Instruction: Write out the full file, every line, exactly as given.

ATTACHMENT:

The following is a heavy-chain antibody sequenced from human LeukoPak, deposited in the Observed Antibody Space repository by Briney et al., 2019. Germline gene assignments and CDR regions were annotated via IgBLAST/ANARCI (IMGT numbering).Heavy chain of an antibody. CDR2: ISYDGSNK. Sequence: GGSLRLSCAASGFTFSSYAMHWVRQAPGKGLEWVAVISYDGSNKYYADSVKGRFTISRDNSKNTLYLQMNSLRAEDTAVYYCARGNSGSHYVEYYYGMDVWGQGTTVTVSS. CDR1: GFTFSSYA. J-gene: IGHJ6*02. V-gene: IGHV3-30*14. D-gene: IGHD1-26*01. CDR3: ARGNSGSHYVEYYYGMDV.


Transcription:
The following is a heavy-chain antibody sequenced from human LeukoPak, deposited in the Observed Antibody Space repository by Briney et al., 2019. Germline gene assignments and CDR regions were annotated via IgBLAST/ANARCI (IMGT numbering).Heavy chain of an antibody. CDR2: ISYDGSNK. Sequence: GGSLRLSCAASGFTFSSYAMHWVRQAPGKGLEWVAVISYDGSNKYYADSVKGRFTISRDNSKNTLYLQMNSLRAEDTAVYYCARGNSGSHYVEYYYGMDVWGQGTTVTVSS. CDR1: GFTFSSYA. J-gene: IGHJ6*02. V-gene: IGHV3-30*14. D-gene: IGHD1-26*01. CDR3: ARGNSGSHYVEYYYGMDV.